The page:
# How to Calculate the P-Value & Its Correlation in Excel 2007

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Finding a P-value in Excel for correlations is a relatively straightforward process, but unfortunately, there isn't a single Excel function for the task. Correlations are often an essential step for establishing the relationship or link between two sets of data, and you can calculate a correlation coefficient in Excel (such as Pearson's correlation coefficient) using built-in functions. There are also functions for statistical tests. However, the r-value you get for your correlation needs to be transformed into a t statistic before you can interpret the results.

## Finding a Correlation Coefficient in Excel

If you're looking for a Pearson correlation in Excel 2007 or a generic correlation coefficient, there are built-in functions that allow this to be calculated. First, you need two arrays of data you want to compare for correlations. Assume they're in columns A and B, running from cells 2 to 21 in each. Use the Correl or Pearson function to find the correlation coefficient in Excel. In a blank cell, either type "=Correl([array 1], [array 2])" or "=Pearson([array 1], [array 2])" to find the correlation coefficient, with the first column of data referenced where it says "[array 1]" and the second where it says "[array 2]." In the example, you'd type "=Pearson(A2:A21, B2:B21)" or "=Correl(A2:A21, B2:B21)" noting that you can also open the parenthesis and then highlight the relevant cells with your mouse or keyboard, type the comma, and then highlight the second set. This returns a correlation coefficient with a value between −1 and 1.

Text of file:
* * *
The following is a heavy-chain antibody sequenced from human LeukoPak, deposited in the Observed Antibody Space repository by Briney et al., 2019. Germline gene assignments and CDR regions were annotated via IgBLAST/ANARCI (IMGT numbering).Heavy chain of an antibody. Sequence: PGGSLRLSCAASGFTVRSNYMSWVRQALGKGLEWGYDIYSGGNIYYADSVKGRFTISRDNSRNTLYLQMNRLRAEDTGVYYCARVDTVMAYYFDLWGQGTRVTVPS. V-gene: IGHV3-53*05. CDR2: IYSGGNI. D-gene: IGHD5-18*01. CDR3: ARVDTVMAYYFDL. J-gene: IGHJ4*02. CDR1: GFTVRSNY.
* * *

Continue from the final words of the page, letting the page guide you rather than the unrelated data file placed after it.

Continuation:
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## Interpretation of a Correlation in Excel

The interpretation of a correlation in Excel crucially depends on converting the output of the correlation function into a t value. This can be done with a formula. Find a blank cell and type: "=([correlation coefficient]*SQRT([number of pairs of data]-2)/SQRT(1-[correlation coefficient]^2))" into it. Again, the square brackets represent the information you need to enter for your own specific data. For "[correlation coefficient]," enter the cell reference you used for calculating the correlation in the last section. For "[number of pairs of data]" enter the total number of data points in a single array. In the example running from cells 2 to 21 in columns A and B, there are 20 pairs of data points in total. This is n in statistical jargon. So imagine you're using the example and you put your correlation in cell C2. You'd type "=(C2 *SQRT(20-2)/SQRT(1-C2^2))" into a blank cell to find the t statistic.